As far as the Ryan budget is concerned, what Paul Ryan is about is real leadership. That is what we believe we are about in this House. House Republicans are the only Republican game in town, if you will, in Washington. And what we have committed to is to lead in order to change the status quo. That is what our commitment was in the Pledge to America. That's what our commitment was when we assumed Majority in January. So, yes, the presidential candidates, I'm looking for them to embrace our formula in the Ryan budget. I'm looking for them to embrace a leadership role that takes the tough positions.
Q: Would you like to see Ryan run?
Mr. Cantor: Sure. I think, again, Paul is about real leadership. Again, I think that that's what the public so desperately wants to do right now, is they want to see a Washington that will lead. They don't want to see individuals that dismiss the current problems as something that we can just sweep under the rug. I mean, these are problems that go to the very existence of so many programs that are important to people. And, yet, somehow the other side continues to castigate us for putting a plan out there that is responsible. Their choice, thus far, has been bankruptcy of these programs and rationing of health care.
Q: Mr. Leader, can you comment on Harry Reid bringing up the Ryan budget, knowing it doesn't have the votes to pass?
Mr. Cantor: What would you like me to comment?
Q: Why do you think he's doing that?
Mr. Cantor: Again, you'd have to ask Mr. Reid as to why he's doing it. But, again, this is our plan. We have said all along, we have to address the problems. And, you know, the other side has just continued to evade any solution. Anytime you even discuss Medicare or any health care entitlement, it is difficult, no question. But we are in serious times, and that is why we believe you have to lead.
Q: Mr. Leader, back on Israel, a lot of the reaction from lawmakers to President Obama's speech on the Middle East was negative the lawmaker reaction was negative. I wondered if you think that Congress is tending to side more with Israel than the President on this question about Israel returning to its '67 borders? And what impact do you think that could have on the Middle East peace process?
Mr. Cantor: Look, it is not about the '67 lines. I addressed the AIPAC conference yesterday afternoon. I talked about a story of a Palestinian woman who was taken to a hospital in Be'er Sheva, Israel, in the Negev desert. She had a need for skin treatment, had burns over half her body. She was treated and then told to come back for the outpatient clinic follow-up. She was then, later, apprehended at a border crossing with a suicide belt on. And her intention was to go blow up the very clinic that saved her life.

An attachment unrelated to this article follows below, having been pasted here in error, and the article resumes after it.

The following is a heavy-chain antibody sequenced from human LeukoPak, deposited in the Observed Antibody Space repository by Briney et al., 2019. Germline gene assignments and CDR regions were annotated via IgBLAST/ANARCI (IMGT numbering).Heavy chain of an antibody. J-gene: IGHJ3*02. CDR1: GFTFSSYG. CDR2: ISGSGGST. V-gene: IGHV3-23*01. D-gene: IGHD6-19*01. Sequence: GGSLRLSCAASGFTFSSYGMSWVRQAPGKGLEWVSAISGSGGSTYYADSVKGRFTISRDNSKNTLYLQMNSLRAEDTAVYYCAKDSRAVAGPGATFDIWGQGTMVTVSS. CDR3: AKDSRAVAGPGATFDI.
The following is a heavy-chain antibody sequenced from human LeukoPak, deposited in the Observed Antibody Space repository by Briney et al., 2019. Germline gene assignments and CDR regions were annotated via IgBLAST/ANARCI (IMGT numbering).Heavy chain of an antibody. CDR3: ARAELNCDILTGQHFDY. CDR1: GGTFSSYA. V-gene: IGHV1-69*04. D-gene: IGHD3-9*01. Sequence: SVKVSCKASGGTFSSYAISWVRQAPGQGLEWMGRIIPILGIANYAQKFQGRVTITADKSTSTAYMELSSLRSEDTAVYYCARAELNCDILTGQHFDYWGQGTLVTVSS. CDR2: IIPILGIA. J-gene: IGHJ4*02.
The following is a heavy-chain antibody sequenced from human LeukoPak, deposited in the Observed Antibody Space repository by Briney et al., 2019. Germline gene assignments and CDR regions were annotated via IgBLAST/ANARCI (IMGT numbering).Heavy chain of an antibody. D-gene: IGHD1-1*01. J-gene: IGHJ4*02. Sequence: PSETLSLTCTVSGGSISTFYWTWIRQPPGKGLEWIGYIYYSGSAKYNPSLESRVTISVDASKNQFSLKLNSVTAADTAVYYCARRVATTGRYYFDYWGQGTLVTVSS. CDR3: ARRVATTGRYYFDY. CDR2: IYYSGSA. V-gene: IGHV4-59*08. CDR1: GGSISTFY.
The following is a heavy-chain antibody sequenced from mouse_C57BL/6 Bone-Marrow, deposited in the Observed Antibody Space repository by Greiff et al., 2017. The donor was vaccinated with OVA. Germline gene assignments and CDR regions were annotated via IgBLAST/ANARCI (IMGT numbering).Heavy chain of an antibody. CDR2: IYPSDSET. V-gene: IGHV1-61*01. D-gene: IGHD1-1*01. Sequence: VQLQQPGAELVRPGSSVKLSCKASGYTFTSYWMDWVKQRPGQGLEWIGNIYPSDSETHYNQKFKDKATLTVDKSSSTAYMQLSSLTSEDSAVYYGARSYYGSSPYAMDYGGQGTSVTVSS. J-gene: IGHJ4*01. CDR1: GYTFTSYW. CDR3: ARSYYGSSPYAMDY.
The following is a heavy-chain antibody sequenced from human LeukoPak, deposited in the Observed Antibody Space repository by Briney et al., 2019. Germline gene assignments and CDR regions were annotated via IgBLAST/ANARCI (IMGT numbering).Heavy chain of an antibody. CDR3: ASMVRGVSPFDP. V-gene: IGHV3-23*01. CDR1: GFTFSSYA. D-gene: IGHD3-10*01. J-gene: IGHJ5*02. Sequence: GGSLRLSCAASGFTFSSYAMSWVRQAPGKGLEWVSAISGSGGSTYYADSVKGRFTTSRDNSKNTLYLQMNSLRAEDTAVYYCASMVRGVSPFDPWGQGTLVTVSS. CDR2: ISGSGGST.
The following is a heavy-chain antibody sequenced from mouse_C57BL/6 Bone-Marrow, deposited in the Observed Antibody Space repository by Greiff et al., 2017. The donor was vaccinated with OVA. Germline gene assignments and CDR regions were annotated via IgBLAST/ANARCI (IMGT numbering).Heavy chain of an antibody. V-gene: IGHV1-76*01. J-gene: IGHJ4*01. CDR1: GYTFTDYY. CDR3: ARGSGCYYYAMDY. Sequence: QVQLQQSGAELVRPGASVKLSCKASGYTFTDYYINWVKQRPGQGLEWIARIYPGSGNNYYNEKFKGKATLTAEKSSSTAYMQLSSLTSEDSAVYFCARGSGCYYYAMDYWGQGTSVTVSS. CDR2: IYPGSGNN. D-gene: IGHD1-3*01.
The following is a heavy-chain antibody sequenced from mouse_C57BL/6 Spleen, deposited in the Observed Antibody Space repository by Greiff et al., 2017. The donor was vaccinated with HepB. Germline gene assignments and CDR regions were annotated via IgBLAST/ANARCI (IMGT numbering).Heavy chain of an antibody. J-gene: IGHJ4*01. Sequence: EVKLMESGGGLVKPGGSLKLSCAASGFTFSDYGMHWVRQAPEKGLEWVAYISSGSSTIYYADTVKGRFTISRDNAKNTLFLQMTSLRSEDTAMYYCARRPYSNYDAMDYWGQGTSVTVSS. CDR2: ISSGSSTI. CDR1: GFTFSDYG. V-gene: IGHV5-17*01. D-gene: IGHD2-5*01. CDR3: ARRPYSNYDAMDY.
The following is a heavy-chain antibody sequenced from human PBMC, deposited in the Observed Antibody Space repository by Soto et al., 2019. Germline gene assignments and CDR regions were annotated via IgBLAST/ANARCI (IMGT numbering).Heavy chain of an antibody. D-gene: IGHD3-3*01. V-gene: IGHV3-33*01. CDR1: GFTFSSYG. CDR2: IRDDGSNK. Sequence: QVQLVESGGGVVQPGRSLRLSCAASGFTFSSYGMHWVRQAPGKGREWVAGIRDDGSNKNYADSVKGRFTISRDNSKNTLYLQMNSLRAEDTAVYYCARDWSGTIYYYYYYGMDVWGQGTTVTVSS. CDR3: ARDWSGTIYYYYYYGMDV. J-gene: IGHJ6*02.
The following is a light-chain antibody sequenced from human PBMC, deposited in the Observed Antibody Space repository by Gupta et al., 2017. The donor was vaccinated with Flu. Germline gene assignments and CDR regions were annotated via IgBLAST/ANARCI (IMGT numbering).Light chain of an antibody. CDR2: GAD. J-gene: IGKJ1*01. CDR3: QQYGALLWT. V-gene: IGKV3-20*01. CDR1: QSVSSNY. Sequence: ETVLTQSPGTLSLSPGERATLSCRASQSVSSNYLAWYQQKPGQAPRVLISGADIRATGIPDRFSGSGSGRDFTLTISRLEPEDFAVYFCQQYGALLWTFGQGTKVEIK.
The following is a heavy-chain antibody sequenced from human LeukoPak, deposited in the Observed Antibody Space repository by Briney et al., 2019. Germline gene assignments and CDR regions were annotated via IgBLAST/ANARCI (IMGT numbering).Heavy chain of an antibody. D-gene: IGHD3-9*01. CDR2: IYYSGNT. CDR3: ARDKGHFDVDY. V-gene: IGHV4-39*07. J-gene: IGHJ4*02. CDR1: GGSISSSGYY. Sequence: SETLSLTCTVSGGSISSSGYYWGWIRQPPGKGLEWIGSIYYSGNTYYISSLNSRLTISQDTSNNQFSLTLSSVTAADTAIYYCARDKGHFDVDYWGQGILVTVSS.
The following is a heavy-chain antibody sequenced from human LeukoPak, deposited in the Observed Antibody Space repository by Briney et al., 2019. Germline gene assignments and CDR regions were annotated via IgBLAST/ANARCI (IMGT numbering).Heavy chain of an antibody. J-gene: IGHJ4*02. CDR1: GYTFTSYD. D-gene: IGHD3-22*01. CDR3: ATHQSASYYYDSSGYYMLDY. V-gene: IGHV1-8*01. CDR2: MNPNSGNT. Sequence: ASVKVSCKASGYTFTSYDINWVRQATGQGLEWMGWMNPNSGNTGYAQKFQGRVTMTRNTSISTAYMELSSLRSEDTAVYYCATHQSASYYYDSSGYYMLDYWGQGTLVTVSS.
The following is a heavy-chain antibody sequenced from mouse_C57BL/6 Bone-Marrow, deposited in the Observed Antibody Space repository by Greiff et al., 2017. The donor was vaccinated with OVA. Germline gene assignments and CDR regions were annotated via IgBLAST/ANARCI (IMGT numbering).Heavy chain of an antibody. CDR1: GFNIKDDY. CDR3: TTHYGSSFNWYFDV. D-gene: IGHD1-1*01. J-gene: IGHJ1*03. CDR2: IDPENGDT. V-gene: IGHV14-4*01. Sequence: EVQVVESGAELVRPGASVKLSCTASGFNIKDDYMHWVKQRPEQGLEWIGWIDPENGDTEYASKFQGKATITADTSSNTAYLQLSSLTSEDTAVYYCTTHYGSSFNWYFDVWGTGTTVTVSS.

That is indicative of Israel's dilemma. It is a culture that persists within the Palestinians and the broader Arab world that reflects their unwillingness to accept Israel's right to exist as a Jewish state. That is the problem, not '67 lines.
And so, when you see and ask, are members going to be siding with that position, I believe there is bipartisan support to side with that position. I think the President is going to hear even more of that. And it is an insistence upon our members to say, the President's got to step up and lead. And just responding to the pressure of the Palestinians and some of their supporters around the world is not leadership. That's not what people in this House and their constituents want to see out of our President.
Q: You said several times that the Democratic plans on Medicare would amount to rationing. The Congressional Budget Office basically said that the Ryan budget will need a voucher that has less purchasing power as you go out into the future and will make many people have to pay higher deductibles or get quality of care that's not as good now. So why isn't that rationing?
Mr. Cantor: What we believe is, if you introduce the concept that people should choose for themselves what's best in terms of their health care, you automatically introduce something new into health care costs which is, choice, and, along with that, just as occurred in the Medicare Part D, you will see an increase in the options for individuals to choose, so competition.
We believe also, just as we have as federal employees, that if you allow for an individual to choose and that individual wants more than what the allowable amount is in the basic program of health care coverage, then the individual should be free to put that additional money in. If he or she can afford to pay for health care more than that which is provided, fine.
But, again, this is consistent with our proposal to counter the ObamaCare bill last year. We said it is through increased competition and choice that gives people the ability to choose the kind of health care they want - not to impose a mandate from Washington - and to have patient-centered care. Automatically, if you introduce that concept, you will see prices come down, you will see an increased involvement by the patient in making his or her decision.